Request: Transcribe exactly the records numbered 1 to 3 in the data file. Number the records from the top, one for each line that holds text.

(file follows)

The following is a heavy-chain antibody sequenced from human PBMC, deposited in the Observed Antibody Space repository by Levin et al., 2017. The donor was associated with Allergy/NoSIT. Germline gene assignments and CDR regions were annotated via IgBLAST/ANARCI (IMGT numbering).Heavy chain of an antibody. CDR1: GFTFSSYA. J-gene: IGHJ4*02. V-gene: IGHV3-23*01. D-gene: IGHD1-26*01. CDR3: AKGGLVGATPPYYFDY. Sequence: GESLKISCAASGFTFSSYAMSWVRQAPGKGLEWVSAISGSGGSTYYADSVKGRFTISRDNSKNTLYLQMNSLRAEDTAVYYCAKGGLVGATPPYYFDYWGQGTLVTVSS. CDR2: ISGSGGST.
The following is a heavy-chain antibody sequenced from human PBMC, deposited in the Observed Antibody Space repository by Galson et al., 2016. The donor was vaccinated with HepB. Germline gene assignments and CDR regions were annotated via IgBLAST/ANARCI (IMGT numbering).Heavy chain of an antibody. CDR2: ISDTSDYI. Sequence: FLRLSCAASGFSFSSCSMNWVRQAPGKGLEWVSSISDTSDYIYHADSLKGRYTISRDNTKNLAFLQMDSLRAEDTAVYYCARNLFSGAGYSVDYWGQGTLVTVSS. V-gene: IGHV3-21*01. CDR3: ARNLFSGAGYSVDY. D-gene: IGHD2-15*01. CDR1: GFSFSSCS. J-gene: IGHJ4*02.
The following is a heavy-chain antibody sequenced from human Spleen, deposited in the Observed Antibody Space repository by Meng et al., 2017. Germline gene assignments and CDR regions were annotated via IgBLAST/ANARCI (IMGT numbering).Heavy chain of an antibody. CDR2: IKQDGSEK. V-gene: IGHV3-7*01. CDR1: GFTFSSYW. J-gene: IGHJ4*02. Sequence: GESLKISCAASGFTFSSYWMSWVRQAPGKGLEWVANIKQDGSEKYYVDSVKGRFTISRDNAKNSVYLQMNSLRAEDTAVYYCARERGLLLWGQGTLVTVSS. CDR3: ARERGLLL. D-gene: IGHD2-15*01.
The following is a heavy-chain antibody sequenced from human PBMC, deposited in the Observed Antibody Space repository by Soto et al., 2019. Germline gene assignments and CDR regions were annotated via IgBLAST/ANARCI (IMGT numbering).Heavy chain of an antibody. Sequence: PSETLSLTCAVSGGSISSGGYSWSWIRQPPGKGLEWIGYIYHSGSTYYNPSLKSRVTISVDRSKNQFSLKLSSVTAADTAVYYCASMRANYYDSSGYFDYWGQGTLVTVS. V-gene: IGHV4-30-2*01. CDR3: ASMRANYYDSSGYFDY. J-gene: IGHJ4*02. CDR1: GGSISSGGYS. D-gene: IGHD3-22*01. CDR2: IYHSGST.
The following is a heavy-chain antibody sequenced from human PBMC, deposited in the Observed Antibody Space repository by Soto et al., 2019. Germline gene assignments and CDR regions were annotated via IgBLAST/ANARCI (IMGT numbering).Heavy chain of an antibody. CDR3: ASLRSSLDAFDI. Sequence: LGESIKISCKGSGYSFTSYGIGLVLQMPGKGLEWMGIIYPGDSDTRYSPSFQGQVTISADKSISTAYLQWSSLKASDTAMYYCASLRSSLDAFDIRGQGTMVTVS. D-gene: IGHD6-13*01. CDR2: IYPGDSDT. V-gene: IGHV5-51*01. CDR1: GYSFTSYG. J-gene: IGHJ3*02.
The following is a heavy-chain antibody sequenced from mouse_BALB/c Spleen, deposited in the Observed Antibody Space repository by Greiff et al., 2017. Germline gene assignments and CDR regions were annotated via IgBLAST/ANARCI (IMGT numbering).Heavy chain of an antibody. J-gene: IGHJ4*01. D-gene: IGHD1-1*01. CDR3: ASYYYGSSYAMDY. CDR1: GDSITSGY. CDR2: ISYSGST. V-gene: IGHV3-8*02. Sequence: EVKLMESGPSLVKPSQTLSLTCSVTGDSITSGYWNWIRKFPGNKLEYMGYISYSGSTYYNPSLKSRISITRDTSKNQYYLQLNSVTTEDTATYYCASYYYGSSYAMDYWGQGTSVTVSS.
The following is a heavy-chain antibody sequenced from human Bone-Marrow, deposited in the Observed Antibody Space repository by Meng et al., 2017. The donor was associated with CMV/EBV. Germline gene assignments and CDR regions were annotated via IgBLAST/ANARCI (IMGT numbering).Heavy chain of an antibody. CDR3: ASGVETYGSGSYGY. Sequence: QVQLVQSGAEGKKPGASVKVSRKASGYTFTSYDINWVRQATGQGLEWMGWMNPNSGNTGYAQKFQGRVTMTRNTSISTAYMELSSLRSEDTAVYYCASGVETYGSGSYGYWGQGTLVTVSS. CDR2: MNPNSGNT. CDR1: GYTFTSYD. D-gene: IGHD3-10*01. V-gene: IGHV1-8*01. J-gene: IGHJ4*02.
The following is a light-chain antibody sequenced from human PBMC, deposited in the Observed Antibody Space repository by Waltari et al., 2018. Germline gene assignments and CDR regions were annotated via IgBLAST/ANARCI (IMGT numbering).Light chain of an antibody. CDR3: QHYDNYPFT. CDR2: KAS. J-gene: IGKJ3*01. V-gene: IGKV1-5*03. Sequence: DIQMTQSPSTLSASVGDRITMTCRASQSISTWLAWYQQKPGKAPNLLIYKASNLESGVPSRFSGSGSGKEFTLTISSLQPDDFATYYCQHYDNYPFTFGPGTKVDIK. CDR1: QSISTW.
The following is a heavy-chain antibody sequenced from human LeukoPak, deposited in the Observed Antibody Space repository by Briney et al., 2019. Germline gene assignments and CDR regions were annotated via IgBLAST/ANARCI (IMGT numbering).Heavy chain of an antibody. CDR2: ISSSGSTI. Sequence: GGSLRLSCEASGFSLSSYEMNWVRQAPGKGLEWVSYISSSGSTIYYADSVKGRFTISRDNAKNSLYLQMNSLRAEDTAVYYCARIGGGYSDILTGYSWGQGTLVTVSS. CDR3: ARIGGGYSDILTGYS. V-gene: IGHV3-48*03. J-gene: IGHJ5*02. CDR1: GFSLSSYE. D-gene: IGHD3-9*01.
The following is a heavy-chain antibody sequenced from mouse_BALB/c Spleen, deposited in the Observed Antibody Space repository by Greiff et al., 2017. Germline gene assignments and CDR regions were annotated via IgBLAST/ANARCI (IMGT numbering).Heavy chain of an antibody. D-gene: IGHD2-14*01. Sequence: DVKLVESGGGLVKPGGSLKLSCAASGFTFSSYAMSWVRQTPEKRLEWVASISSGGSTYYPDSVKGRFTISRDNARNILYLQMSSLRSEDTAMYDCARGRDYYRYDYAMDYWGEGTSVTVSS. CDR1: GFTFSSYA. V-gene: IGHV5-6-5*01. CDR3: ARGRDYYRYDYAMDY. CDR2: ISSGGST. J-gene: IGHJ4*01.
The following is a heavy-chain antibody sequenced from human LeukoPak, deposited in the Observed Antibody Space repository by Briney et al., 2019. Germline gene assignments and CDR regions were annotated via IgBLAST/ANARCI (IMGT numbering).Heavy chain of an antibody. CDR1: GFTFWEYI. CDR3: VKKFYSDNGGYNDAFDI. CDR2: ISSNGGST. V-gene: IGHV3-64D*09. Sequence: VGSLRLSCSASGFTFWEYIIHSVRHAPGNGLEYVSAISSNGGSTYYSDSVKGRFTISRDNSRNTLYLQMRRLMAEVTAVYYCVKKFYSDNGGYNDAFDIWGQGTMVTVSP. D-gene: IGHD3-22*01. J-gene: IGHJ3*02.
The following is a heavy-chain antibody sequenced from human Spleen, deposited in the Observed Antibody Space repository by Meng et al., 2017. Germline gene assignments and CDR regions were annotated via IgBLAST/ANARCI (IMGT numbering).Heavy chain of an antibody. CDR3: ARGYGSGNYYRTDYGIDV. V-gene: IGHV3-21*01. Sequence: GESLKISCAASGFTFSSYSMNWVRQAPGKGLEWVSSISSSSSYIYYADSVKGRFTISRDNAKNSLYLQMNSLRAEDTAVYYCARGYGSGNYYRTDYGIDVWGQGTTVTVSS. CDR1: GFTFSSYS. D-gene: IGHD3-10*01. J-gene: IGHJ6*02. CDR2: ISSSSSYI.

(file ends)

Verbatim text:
The following is a heavy-chain antibody sequenced from human PBMC, deposited in the Observed Antibody Space repository by Levin et al., 2017. The donor was associated with Allergy/NoSIT. Germline gene assignments and CDR regions were annotated via IgBLAST/ANARCI (IMGT numbering).Heavy chain of an antibody. CDR1: GFTFSSYA. J-gene: IGHJ4*02. V-gene: IGHV3-23*01. D-gene: IGHD1-26*01. CDR3: AKGGLVGATPPYYFDY. Sequence: GESLKISCAASGFTFSSYAMSWVRQAPGKGLEWVSAISGSGGSTYYADSVKGRFTISRDNSKNTLYLQMNSLRAEDTAVYYCAKGGLVGATPPYYFDYWGQGTLVTVSS. CDR2: ISGSGGST.
The following is a heavy-chain antibody sequenced from human PBMC, deposited in the Observed Antibody Space repository by Galson et al., 2016. The donor was vaccinated with HepB. Germline gene assignments and CDR regions were annotated via IgBLAST/ANARCI (IMGT numbering).Heavy chain of an antibody. CDR2: ISDTSDYI. Sequence: FLRLSCAASGFSFSSCSMNWVRQAPGKGLEWVSSISDTSDYIYHADSLKGRYTISRDNTKNLAFLQMDSLRAEDTAVYYCARNLFSGAGYSVDYWGQGTLVTVSS. V-gene: IGHV3-21*01. CDR3: ARNLFSGAGYSVDY. D-gene: IGHD2-15*01. CDR1: GFSFSSCS. J-gene: IGHJ4*02.
The following is a heavy-chain antibody sequenced from human Spleen, deposited in the Observed Antibody Space repository by Meng et al., 2017. Germline gene assignments and CDR regions were annotated via IgBLAST/ANARCI (IMGT numbering).Heavy chain of an antibody. CDR2: IKQDGSEK. V-gene: IGHV3-7*01. CDR1: GFTFSSYW. J-gene: IGHJ4*02. Sequence: GESLKISCAASGFTFSSYWMSWVRQAPGKGLEWVANIKQDGSEKYYVDSVKGRFTISRDNAKNSVYLQMNSLRAEDTAVYYCARERGLLLWGQGTLVTVSS. CDR3: ARERGLLL. D-gene: IGHD2-15*01.